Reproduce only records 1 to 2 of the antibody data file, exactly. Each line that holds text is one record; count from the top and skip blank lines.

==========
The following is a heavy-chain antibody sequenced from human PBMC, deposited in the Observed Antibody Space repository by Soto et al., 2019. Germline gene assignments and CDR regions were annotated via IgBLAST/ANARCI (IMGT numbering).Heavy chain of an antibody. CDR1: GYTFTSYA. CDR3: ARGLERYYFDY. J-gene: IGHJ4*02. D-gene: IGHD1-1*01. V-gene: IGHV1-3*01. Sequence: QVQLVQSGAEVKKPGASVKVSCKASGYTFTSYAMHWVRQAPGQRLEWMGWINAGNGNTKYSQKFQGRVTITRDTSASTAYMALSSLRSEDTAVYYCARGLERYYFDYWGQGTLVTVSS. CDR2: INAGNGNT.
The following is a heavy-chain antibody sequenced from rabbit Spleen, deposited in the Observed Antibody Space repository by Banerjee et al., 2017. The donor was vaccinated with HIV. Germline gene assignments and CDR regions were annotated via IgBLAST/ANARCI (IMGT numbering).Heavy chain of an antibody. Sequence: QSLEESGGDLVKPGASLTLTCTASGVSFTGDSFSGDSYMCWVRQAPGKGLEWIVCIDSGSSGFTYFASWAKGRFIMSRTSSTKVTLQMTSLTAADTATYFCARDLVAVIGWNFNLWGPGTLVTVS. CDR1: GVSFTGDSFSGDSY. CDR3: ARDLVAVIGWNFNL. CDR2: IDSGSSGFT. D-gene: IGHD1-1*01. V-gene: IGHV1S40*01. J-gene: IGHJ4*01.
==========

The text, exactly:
The following is a heavy-chain antibody sequenced from human PBMC, deposited in the Observed Antibody Space repository by Soto et al., 2019. Germline gene assignments and CDR regions were annotated via IgBLAST/ANARCI (IMGT numbering).Heavy chain of an antibody. CDR1: GYTFTSYA. CDR3: ARGLERYYFDY. J-gene: IGHJ4*02. D-gene: IGHD1-1*01. V-gene: IGHV1-3*01. Sequence: QVQLVQSGAEVKKPGASVKVSCKASGYTFTSYAMHWVRQAPGQRLEWMGWINAGNGNTKYSQKFQGRVTITRDTSASTAYMALSSLRSEDTAVYYCARGLERYYFDYWGQGTLVTVSS. CDR2: INAGNGNT.
The following is a heavy-chain antibody sequenced from rabbit Spleen, deposited in the Observed Antibody Space repository by Banerjee et al., 2017. The donor was vaccinated with HIV. Germline gene assignments and CDR regions were annotated via IgBLAST/ANARCI (IMGT numbering).Heavy chain of an antibody. Sequence: QSLEESGGDLVKPGASLTLTCTASGVSFTGDSFSGDSYMCWVRQAPGKGLEWIVCIDSGSSGFTYFASWAKGRFIMSRTSSTKVTLQMTSLTAADTATYFCARDLVAVIGWNFNLWGPGTLVTVS. CDR1: GVSFTGDSFSGDSY. CDR3: ARDLVAVIGWNFNL. CDR2: IDSGSSGFT. D-gene: IGHD1-1*01. V-gene: IGHV1S40*01. J-gene: IGHJ4*01.